New Hartford is the New Hartford
Jerram Winery, New Hartford
May 18, 2008
[December 2012 Update: Wow, this is a weird page to revisit. Jerram was the second winery I’d ever visited – in my life. I remember being so wide-eyed and excited about the whole wine trial thing that I first learned about during this visit. So I went home, sat down, and pretty much copy and pasted most of the stuff for this page – which is really weird and rare for CMTQ. I’ve been back to Jerram several more times, as quite frankly, It’s on the way to other, better wineries. I’ve had some very odd experiences there; seemingly more and more strange with each visit. Perhaps it’s just me, but it seems quite clear to me that they do not appreciate those of us with kids in tow – even super well-behaved ones. Which I understand. Well, it’s not like I’d be going back for the wine anyway.]
I’ve been wanting to use this title or a variant for a year now. But there isn’t much in New Hartford; which is not to say it’s not a perfectly lovely New Englandy little town out on Route 44 (A road with quintessential New England towns all the way from Avon to Salisbury). It’s just sort of funny to me that Hartford is always trying to reinvent itself and comes up with one dumb slogan after another. So I figured I’d come up with a dumb slogan for New Hartford – a town that couldn’t be further from “old” Hartford if it were on Jupiter.
Aside from Satan’s Kingdom (CTMQ Visit here), there isn’t much for me in town. There’s a little town history museum that may or may not be open and there is this – the Jerram Winery on the southside of town a couple miles on windy Route 219.
[2012: And lots of hiking.]
The small, Jerram-family owned winery – the second on my CT Wine Tour – is celebrating its 10th year this year. As I feel I must write every time I visit a winery – I really know nothing about wine but I like meeting the people who make it here in CT; not an easy feat. Plus, as with everything on this blog, it’ll be cool to say I’ve been to all 20 wineries in the state. I think.
[2012: Silly 2008 me. I’ve been to over 30 now and I don’t feel any cooler.]
Anyway, since I’ve disclosed that I’m wine-ignorant, you’ll know I lifted the following from a writer who knows far more about wine. From wineintro.com:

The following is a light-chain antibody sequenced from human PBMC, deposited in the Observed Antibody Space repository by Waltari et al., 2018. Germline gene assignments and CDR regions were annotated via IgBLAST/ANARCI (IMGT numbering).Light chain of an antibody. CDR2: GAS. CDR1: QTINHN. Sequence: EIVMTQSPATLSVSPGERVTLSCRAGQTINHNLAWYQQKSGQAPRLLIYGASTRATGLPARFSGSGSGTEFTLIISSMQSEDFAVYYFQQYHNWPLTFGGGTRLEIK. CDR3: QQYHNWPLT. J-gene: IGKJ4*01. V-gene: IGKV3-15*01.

“James Jerram runs the vineyards and winery with his wife, who runs a gardening supply. This allows the couple to combine their favorite hobbies, and cuts their commute down to a stroll in the back yard! As James explained, “I do this because I like to do this.” It’s a labour of love, and the love shines through in the way he talks about his vines and wines.
James is no newcomer to winemaking in Connecticut. He began the winery in 1982 with a planting of Marechal Foch. Unfortunately, weather in New England is rarely cooperative. He lost 100 vines outright during a winter storm, and another 100 died the following year, giving grapes as they went. In the late ’80s he added in Seyval and Vignoles, and soon Villard de Blanc and Chambourcin followed. His love of growing goes beyond grapes – his vineyards deliberately curl around an old Bartlett Pear tree which he loves. He has even made pear wine from the fruit!
Now that he has spent 20 years on the vineyards, he has a good feel for the grape varieties and the Connecticut climate. If he could start the vineyards again, he would plant it with Marechal Foch and Seyval, and concentrate on those two varietals. Out of his 10 1/2 acres he currently has 4 in vines, plus another acre in the south end of town. He’s eyeing other areas to further expand his vineyards.
James has learned about vineyard management as he went. He began with the head trellis style for his vines, where the grapes grow in the center of the vine and the leaves spread out to both sides. He is now moving to a Vertical Shoot Position style, where the vines create a canopy to each side of the grapes.
The winery and tasting room reside in a carriage house from the 1800s. The horse stall retains its doors and window, and now allows whites to cold stabilize through the winter. The main carriage area currently serves as both tasting room and winemaking area, where they ferment in tanks ranging from 50 to 550 gallons. They are already in the process of expanding further, adding another 14′ to the back of the buildings. This will allow all winemaking processing to move downstairs, and leave the main floor free for gourmet foods and other wine accessories.”
Jerram Winery offers ten wines – six whites and four reds. The prices range from $11.99/bottle to $17.99/bottle – as well as the $6.00 tasting of all the wines. Hoang and I (and Damian) made a quick stop at the rather attractive winery and gulped down our samples. Mr. Jerram was very friendly and offered to answer any questions we had. I did probe about the grape variety called Marechal Foch. Especially after noting the picture of Foch Mr. Jerram had.
Marechal Foch (pronounced “mar-esh-shall-fosh”), is an inter-specific hybrid red wine grape variety. It was named after the French marshal Ferdinand Foch (1851-1929), who played an important role in the negotiation of the armistice terms during the closing of the First World War – but having a wine grape named after him surpassed any war honors he ever received.
We bought a bottle of our favorite, Highland Reserve, which sounds like scotch but is a red mish-mosh of some sort. Overall, Jerram Wineries offers a very pleasant experience and if you are ever tooling down 44 with no particular place to go, this is a nice little diversion.
For the Curious: